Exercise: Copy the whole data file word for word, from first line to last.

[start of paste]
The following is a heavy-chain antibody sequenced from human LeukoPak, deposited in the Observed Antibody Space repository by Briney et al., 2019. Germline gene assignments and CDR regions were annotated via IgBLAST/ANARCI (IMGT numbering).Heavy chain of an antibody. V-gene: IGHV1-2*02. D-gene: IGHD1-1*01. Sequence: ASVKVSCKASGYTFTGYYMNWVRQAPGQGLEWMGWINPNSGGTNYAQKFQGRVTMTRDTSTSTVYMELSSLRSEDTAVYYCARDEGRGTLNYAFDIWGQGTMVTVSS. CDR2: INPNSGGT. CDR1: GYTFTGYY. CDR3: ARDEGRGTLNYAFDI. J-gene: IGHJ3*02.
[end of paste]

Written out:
The following is a heavy-chain antibody sequenced from human LeukoPak, deposited in the Observed Antibody Space repository by Briney et al., 2019. Germline gene assignments and CDR regions were annotated via IgBLAST/ANARCI (IMGT numbering).Heavy chain of an antibody. V-gene: IGHV1-2*02. D-gene: IGHD1-1*01. Sequence: ASVKVSCKASGYTFTGYYMNWVRQAPGQGLEWMGWINPNSGGTNYAQKFQGRVTMTRDTSTSTVYMELSSLRSEDTAVYYCARDEGRGTLNYAFDIWGQGTMVTVSS. CDR2: INPNSGGT. CDR1: GYTFTGYY. CDR3: ARDEGRGTLNYAFDI. J-gene: IGHJ3*02.